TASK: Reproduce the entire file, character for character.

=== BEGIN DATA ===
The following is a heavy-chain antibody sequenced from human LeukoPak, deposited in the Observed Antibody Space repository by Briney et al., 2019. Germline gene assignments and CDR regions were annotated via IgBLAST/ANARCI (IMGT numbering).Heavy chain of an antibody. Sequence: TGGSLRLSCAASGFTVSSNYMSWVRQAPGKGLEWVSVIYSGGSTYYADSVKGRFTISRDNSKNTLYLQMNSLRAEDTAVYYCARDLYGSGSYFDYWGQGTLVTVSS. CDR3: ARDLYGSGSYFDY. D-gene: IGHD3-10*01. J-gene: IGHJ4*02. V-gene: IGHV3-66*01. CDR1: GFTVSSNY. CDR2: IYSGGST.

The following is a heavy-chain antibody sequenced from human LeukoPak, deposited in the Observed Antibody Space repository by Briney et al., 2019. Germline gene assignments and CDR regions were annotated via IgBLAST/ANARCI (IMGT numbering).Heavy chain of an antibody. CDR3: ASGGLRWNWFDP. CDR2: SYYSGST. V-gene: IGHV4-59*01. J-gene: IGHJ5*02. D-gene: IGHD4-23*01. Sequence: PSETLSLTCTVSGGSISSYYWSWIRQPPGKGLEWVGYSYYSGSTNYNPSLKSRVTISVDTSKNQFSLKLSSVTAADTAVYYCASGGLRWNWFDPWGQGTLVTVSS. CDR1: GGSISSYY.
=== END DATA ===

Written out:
The following is a heavy-chain antibody sequenced from human LeukoPak, deposited in the Observed Antibody Space repository by Briney et al., 2019. Germline gene assignments and CDR regions were annotated via IgBLAST/ANARCI (IMGT numbering).Heavy chain of an antibody. Sequence: TGGSLRLSCAASGFTVSSNYMSWVRQAPGKGLEWVSVIYSGGSTYYADSVKGRFTISRDNSKNTLYLQMNSLRAEDTAVYYCARDLYGSGSYFDYWGQGTLVTVSS. CDR3: ARDLYGSGSYFDY. D-gene: IGHD3-10*01. J-gene: IGHJ4*02. V-gene: IGHV3-66*01. CDR1: GFTVSSNY. CDR2: IYSGGST.

The following is a heavy-chain antibody sequenced from human LeukoPak, deposited in the Observed Antibody Space repository by Briney et al., 2019. Germline gene assignments and CDR regions were annotated via IgBLAST/ANARCI (IMGT numbering).Heavy chain of an antibody. CDR3: ASGGLRWNWFDP. CDR2: SYYSGST. V-gene: IGHV4-59*01. J-gene: IGHJ5*02. D-gene: IGHD4-23*01. Sequence: PSETLSLTCTVSGGSISSYYWSWIRQPPGKGLEWVGYSYYSGSTNYNPSLKSRVTISVDTSKNQFSLKLSSVTAADTAVYYCASGGLRWNWFDPWGQGTLVTVSS. CDR1: GGSISSYY.